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A Path to Coffee Paradise in every Sense

Hacienda Tres Angeles is the Place (Series Article 2 of 2)
Publication of Discovery: March 12, 2016
Issue: March, 2016

Previously, we shared part of our agritourism experience at the renovated coffee plantation Hacienda Tres Angeles located in Adjuntas and Utuado, Puerto Rico. We continue sharing this experience in this article.

There is much more than climate, mountain height, soil minerals and proper maintenance of the coffee plantation when it comes to the production of coffee in Hacienda Tres Angeles.

The processing of the coffee fruits and beans in Hacienda Tres Angeles stands out in Puerto Rico, the United States and other countries according to Mr. Juan Meléndez, co-founder and co-owner of this coffee plantation. This engineer who joined the coffee industry three years ago proudly informed us that the United States Department of Agriculture (USDA) referred to this 100-acre farm as a state-of-the-art coffee processing facility. (“USDA Strike Force Team Tour Santa Isabel, Adjuntas”, usda.gov) The USDA National Resources Conservation Service has published that Hacienda Tres Angeles is one “example of how Puerto Rico’s coffee industry can take advantage of technologies to make energy efficiency improvements and process changes to ensure the quality of [its] coffee.” (“NRCS EnSave Partner to Save Energy in the Caribbean Area”, NRCS Caribbean Area April 2014 Newsletter)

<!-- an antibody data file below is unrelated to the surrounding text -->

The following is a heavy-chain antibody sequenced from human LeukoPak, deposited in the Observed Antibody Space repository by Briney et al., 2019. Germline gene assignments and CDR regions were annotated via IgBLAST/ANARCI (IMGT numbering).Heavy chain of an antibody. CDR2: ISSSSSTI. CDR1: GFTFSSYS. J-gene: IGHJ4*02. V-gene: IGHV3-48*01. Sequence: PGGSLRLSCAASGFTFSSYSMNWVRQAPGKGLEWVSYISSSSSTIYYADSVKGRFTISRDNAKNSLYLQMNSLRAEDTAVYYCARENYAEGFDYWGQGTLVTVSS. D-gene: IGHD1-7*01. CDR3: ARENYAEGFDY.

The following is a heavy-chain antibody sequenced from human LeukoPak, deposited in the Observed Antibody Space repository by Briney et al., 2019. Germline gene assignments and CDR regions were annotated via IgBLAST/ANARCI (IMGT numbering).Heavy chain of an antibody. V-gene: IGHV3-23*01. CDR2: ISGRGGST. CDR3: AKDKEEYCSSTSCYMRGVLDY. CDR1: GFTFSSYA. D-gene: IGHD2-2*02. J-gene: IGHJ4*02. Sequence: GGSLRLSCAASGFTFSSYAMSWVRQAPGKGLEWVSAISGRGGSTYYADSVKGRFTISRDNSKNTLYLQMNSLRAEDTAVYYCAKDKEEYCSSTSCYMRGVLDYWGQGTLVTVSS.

During the tour, we not only had the opportunity to watch the coffee processing machinery, but also learned about the coffee processing in detail as explained by Mr. Meléndez.

First, the coffee fruits are weighed in a scale. As part of the humid processing, the coffee fruits are inserted in a machine that removes any leaves, branches and fruits around them such as oranges. Subsequently, the coffee fruits are immersed into a small water pool where a quality control process occurs. The machine separates grade 2 coffee fruits, which are processed by another machine.

The coffee fruits are absorbed by a water pump. A second flotation process occurs to guarantee the first flotation process. These coffee fruits go through the coffee pulping machine, where pressure is added so the red coffee husks are pressed to separate the coffee seeds (beans). Any unripe green coffee fruits that pass through the previous steps are set aside by the machine. Mr. Meléndez explained that the machine recognizes the unripe coffee fruits due to their elasticity characteristic which makes them gain back their shape when pressure is off. The unripe coffee fruits are processed separately as grade 2 coffee.

Afterwards, the coffee pulping machine removes the pulp in around 6-10 seconds, by adding friction against the coffee beans. Then the coffee beans are dried for 24 hours in the ovens at a low temperature to reach 11% moisture in accordance to standards of the Specialty Coffee Association of America.

Hacienda Tres Angeles uses additional machines that, without the need of water, process the dried coffee beans that reach 11% moisture and are ready to be roasted. These are known as parchment coffee (“café pergamino” in Spanish) or “white coffee”. During the tour, we had the chance to touch, feel and smell this coffee bean.